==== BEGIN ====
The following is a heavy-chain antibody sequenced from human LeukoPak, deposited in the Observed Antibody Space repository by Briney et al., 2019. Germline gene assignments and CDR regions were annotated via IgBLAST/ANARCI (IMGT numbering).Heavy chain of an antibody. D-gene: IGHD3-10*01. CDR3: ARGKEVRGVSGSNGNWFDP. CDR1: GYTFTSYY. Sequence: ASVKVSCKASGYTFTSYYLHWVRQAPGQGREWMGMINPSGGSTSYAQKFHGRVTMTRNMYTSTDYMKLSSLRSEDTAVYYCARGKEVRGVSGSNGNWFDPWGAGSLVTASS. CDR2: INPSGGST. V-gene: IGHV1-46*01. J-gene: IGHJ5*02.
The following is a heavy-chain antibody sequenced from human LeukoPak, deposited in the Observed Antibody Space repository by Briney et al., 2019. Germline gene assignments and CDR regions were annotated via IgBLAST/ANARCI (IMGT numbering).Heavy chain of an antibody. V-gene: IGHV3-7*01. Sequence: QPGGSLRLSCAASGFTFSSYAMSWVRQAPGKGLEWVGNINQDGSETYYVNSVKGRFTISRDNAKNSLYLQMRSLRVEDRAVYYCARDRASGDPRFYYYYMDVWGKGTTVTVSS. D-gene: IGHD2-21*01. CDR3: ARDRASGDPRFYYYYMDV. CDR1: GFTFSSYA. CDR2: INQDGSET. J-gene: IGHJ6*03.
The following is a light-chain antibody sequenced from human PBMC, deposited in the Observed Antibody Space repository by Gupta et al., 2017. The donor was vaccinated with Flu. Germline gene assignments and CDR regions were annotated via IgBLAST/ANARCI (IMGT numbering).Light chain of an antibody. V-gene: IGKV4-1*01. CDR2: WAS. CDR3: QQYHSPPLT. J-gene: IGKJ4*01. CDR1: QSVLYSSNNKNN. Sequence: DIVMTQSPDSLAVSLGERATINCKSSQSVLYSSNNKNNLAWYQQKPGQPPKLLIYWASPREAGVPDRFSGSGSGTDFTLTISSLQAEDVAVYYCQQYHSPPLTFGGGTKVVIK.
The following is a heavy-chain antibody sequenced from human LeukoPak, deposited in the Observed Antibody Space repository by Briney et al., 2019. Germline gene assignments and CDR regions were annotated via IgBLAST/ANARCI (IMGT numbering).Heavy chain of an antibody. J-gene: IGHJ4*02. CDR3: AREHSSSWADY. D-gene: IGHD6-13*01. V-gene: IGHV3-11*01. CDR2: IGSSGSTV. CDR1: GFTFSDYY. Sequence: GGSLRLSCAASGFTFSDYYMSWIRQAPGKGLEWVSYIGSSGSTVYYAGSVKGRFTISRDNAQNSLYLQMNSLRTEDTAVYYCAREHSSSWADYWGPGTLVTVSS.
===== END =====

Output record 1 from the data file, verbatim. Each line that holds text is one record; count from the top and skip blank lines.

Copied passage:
The following is a heavy-chain antibody sequenced from human LeukoPak, deposited in the Observed Antibody Space repository by Briney et al., 2019. Germline gene assignments and CDR regions were annotated via IgBLAST/ANARCI (IMGT numbering).Heavy chain of an antibody. D-gene: IGHD3-10*01. CDR3: ARGKEVRGVSGSNGNWFDP. CDR1: GYTFTSYY. Sequence: ASVKVSCKASGYTFTSYYLHWVRQAPGQGREWMGMINPSGGSTSYAQKFHGRVTMTRNMYTSTDYMKLSSLRSEDTAVYYCARGKEVRGVSGSNGNWFDPWGAGSLVTASS. CDR2: INPSGGST. V-gene: IGHV1-46*01. J-gene: IGHJ5*02.